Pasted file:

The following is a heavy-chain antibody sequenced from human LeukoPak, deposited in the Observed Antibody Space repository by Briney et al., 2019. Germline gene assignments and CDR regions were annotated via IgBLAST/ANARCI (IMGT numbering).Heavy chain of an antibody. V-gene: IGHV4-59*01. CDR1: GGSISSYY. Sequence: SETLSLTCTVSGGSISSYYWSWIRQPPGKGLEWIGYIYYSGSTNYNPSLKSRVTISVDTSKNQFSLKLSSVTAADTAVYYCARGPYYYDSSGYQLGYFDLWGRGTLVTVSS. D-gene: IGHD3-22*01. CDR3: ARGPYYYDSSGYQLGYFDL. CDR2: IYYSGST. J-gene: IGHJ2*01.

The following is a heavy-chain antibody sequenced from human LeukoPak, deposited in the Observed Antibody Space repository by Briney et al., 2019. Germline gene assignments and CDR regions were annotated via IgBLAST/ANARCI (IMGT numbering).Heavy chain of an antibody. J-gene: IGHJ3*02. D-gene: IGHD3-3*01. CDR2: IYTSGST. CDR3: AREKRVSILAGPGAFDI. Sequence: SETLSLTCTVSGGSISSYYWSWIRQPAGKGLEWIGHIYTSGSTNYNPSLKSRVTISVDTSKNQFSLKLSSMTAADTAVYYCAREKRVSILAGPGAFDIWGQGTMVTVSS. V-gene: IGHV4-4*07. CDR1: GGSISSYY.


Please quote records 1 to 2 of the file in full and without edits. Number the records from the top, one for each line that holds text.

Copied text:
The following is a heavy-chain antibody sequenced from human LeukoPak, deposited in the Observed Antibody Space repository by Briney et al., 2019. Germline gene assignments and CDR regions were annotated via IgBLAST/ANARCI (IMGT numbering).Heavy chain of an antibody. V-gene: IGHV4-59*01. CDR1: GGSISSYY. Sequence: SETLSLTCTVSGGSISSYYWSWIRQPPGKGLEWIGYIYYSGSTNYNPSLKSRVTISVDTSKNQFSLKLSSVTAADTAVYYCARGPYYYDSSGYQLGYFDLWGRGTLVTVSS. D-gene: IGHD3-22*01. CDR3: ARGPYYYDSSGYQLGYFDL. CDR2: IYYSGST. J-gene: IGHJ2*01.

The following is a heavy-chain antibody sequenced from human LeukoPak, deposited in the Observed Antibody Space repository by Briney et al., 2019. Germline gene assignments and CDR regions were annotated via IgBLAST/ANARCI (IMGT numbering).Heavy chain of an antibody. J-gene: IGHJ3*02. D-gene: IGHD3-3*01. CDR2: IYTSGST. CDR3: AREKRVSILAGPGAFDI. Sequence: SETLSLTCTVSGGSISSYYWSWIRQPAGKGLEWIGHIYTSGSTNYNPSLKSRVTISVDTSKNQFSLKLSSMTAADTAVYYCAREKRVSILAGPGAFDIWGQGTMVTVSS. V-gene: IGHV4-4*07. CDR1: GGSISSYY.